The Unopened Letter

By Yami no Kokoro

Severus Snape sat on his bed, leaning against the chipped white wall and listening to the buzzing of an errant fly perusing his uneaten dinner. The house was silent- a lot was silent these days. During every summer for the past five years Severus could always count on going to Lily's house to escape the quiet or the screaming, but not now. Now that word burned like a dark curse between them, and Severus was left to idle his days alone.

Because without Lily he was truly alone. What were his Slytherin friends to him? Nothing. Lily was all that had ever mattered.

The truth hit him like a troll's fist, Severus stood and drifted over to his desk dazedly, to pen the most painful letter he would ever write.


Petunia Evans scowled up from her book as a dark, spotted owl hooted again from outside her closed bedroom window. It was for Lily again; it was always for Lily, after all. The summer months that Petunia had used to savor had recently become the longest of her entire year.

At least during the school year, when Lily was off at that stupid school for freaks their parents had to pay some attention to Petunia. Of course, every time Lily's tawny owl swooped in with a letter, talking about transfiguring teacups and banishing boggarts and all of the other useless information taught at that school, Mum and Dad had to moon over it for hours. They giggled and exclaimed like children, as though transforming a rat into a wine goblet was something to be admired and not simply… unsanitary.

But at least then Petunia only had to deal with hearing about the "amazing" Lily Evans two or three times a month. Now this was daily dinnertime conversation and, what was worse, the room that Petunia shared with her sister had become a virtual petting zoo for all manner of feathered animals, delivering letters to Lily at all hours of the day and night. And while Lily was out with her friends or downstairs giggling with their parents, Petunia was expected to just sit about and collect her mail for her.

The bird hooted balefully from the windowsill, and with an exasperated sigh Petunia pulled herself to her feet. She couldn't care less about Lily's precious school friends or their messages, but if the bird didn't leave then Petunia would never get through her summer reading in peace.

When she pulled the window open the owl flapped back into the air, ruffling its feathers and swooping over to Lily's bed, where it deposited a letter. Then, with a look at Petunia that she could almost classify as an indignant glare, had it been human, the bird took flight again and soared off into the night.

Petunia slammed the window shut as soon as it was gone. She couldn't stand the sight of them. Once, one of those giant beasts had assaulted her for nearly ten minutes before Lily had come in and laughingly told her that it was looking for payment for its delivery.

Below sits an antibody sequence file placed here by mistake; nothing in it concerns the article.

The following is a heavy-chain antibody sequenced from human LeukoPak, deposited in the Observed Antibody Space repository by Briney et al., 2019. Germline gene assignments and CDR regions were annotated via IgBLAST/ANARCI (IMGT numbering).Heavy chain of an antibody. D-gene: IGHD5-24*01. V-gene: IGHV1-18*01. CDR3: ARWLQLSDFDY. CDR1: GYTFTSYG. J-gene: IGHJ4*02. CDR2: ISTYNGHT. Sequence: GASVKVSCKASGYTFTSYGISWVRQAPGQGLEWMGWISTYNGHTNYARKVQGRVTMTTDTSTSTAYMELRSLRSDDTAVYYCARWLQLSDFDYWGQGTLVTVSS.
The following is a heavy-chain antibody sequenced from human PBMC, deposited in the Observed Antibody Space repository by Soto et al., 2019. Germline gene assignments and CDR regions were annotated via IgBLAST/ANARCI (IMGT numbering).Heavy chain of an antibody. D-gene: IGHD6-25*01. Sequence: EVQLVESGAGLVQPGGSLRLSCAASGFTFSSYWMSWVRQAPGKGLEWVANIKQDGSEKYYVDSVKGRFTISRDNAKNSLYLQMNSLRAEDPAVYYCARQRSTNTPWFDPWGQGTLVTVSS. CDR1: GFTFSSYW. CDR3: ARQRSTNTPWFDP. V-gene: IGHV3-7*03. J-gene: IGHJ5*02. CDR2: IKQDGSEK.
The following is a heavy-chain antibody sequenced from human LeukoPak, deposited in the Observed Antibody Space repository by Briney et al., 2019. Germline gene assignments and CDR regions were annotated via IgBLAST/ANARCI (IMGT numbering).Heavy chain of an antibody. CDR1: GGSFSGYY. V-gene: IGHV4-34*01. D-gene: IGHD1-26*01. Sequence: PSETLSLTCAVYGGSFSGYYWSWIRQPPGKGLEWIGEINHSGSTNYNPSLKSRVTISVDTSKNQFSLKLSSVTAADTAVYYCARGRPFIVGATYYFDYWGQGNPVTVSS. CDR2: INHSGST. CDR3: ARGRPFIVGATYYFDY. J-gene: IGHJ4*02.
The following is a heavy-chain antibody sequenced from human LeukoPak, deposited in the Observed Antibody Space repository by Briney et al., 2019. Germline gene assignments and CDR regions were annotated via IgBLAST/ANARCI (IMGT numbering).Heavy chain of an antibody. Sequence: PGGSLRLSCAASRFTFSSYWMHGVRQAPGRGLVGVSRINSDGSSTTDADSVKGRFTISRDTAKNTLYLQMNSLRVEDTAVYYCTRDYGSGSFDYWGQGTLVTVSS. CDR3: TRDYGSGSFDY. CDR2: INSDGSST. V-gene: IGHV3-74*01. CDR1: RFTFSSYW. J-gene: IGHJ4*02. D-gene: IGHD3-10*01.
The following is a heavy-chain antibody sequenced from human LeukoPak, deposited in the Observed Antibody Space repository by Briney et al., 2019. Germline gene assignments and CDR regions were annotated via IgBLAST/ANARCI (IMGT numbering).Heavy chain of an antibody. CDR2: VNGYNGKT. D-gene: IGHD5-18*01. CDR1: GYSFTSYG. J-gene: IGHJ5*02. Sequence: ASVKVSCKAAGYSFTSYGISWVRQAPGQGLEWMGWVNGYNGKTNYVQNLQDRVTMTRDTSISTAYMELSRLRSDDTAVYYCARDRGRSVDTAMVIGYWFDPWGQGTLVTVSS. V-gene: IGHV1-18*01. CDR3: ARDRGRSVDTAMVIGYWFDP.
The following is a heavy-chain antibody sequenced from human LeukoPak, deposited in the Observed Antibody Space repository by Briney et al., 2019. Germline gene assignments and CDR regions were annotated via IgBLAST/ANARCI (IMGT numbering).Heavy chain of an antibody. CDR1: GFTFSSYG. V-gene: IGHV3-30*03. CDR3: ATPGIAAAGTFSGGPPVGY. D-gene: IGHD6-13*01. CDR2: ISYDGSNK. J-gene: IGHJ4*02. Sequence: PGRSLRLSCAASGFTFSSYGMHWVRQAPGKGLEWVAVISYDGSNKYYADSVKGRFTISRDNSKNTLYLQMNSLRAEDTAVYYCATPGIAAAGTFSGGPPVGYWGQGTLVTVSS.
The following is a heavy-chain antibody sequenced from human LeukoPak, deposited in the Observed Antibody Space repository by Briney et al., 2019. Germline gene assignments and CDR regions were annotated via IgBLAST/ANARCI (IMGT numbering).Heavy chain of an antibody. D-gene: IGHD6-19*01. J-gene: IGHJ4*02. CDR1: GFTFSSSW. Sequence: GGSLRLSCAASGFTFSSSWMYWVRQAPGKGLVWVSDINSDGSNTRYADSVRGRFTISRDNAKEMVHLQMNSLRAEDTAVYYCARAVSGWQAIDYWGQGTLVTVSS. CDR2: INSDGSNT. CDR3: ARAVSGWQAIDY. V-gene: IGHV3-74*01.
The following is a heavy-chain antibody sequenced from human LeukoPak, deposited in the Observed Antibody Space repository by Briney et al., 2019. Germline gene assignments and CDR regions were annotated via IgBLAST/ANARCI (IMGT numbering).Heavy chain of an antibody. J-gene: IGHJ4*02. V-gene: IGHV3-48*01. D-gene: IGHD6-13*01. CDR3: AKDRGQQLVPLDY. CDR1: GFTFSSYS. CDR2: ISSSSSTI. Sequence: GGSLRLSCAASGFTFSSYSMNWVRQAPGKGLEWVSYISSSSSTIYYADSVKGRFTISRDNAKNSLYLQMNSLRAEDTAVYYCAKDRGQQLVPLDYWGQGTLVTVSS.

Imagine, paying a bird…

Petunia returned to her desk, but found herself unable to concentrate on Jane Austen's "Pride and Prejudice." Thoughts of Lily's wretched magic and their parents' inexplicable adoration of it refused to let her be. What, really, made Lily so special? What did she and her little Greyfinger friends have that Petunia didn't?

And why did her "specialness" mean that Petunia had to put up with being virtually ignored, looked down upon by Lily's magical friends, and then expected to play messenger girl with hordes of flying rodents?

It didn't, she decided, and in an instant of savage outrage stood up, strode to Lily's bed, and chucked the envelope straight into the garbage. For a moment she felt indescribably pleased with herself, before she felt a pang of regret. After all, Lily was her sister, however ridiculous she, her friends, and her stupid magic were. She would take the letter out, put it back on the bed, and then talk to Lily tomorrow about getting her owls to deliver to the front door, where normal mail went.

And then, before Petunia could bend to retrieve the letter, Lily stepped into the room, eyes bright and smiling.

"Evening, Tunie. I saw an owl go by the house a minute ago. Was there anything for me?"

There was an eagerness in her eyes as she spoke, but Petunia shook her head quickly. She couldn't very well say that she had chucked her sister's letter, could she? Lily would go crying to Mother and then Petunia would never hear the end of it.

"Nothing," she replied, and returned quickly to her desk, before Lily could catch the lie in her sister's eyes.

After all, how important could one silly letter have been, anyway?


The unopened letter read as follows.


I hope that you find the heart to open this once you've seen my handwriting on the envelope. I have been sitting here for almost half an hour, trying to think of how I can ever apologize enough to you, for saying what I did. I can only say that I was upset, embarrassed, and I wasn't thinking clearly when I shouted at you. I've never been very good at admitting when I need help, I hope you can understand.

But right now I know that I do need help, Lily. I need you to forgive me, because you are the most important thing in my life. Somehow, at school, around the other Slytherins while you were off in Gryffindor, I'd gotten caught up in the ideas of those idiots in my class, and I'd begun to forget how much you mean to me. You are my first and my most important friend, and I don't know what I would do if I lost what we share.

I don't need the friendship of Avery or Malfoy, and I don't need their outdated ideas. If you're willing to forgive me then I'll have all that I need.

If you do forgive me, I'm waiting tonight at the place where we first met. And I swear, Lily, that next year I'll try harder to be someone that you can respect. If you give me this one chance.